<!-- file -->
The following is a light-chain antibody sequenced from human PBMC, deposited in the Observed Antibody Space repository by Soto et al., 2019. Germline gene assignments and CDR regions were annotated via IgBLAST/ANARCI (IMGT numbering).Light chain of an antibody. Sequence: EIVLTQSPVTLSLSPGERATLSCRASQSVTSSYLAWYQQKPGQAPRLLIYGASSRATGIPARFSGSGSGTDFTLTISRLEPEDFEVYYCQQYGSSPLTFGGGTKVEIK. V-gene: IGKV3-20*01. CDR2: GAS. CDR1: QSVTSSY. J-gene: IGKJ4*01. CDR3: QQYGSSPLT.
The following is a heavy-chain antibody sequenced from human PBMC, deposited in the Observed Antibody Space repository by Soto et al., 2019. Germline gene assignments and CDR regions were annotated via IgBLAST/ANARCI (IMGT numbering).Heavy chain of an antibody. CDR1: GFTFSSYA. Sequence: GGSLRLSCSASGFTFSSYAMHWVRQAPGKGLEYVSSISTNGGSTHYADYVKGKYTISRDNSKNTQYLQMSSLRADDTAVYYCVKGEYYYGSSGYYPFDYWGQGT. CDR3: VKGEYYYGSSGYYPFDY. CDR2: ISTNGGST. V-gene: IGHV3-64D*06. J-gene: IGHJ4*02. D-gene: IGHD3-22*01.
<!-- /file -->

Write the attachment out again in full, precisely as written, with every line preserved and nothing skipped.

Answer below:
The following is a light-chain antibody sequenced from human PBMC, deposited in the Observed Antibody Space repository by Soto et al., 2019. Germline gene assignments and CDR regions were annotated via IgBLAST/ANARCI (IMGT numbering).Light chain of an antibody. Sequence: EIVLTQSPVTLSLSPGERATLSCRASQSVTSSYLAWYQQKPGQAPRLLIYGASSRATGIPARFSGSGSGTDFTLTISRLEPEDFEVYYCQQYGSSPLTFGGGTKVEIK. V-gene: IGKV3-20*01. CDR2: GAS. CDR1: QSVTSSY. J-gene: IGKJ4*01. CDR3: QQYGSSPLT.
The following is a heavy-chain antibody sequenced from human PBMC, deposited in the Observed Antibody Space repository by Soto et al., 2019. Germline gene assignments and CDR regions were annotated via IgBLAST/ANARCI (IMGT numbering).Heavy chain of an antibody. CDR1: GFTFSSYA. Sequence: GGSLRLSCSASGFTFSSYAMHWVRQAPGKGLEYVSSISTNGGSTHYADYVKGKYTISRDNSKNTQYLQMSSLRADDTAVYYCVKGEYYYGSSGYYPFDYWGQGT. CDR3: VKGEYYYGSSGYYPFDY. CDR2: ISTNGGST. V-gene: IGHV3-64D*06. J-gene: IGHJ4*02. D-gene: IGHD3-22*01.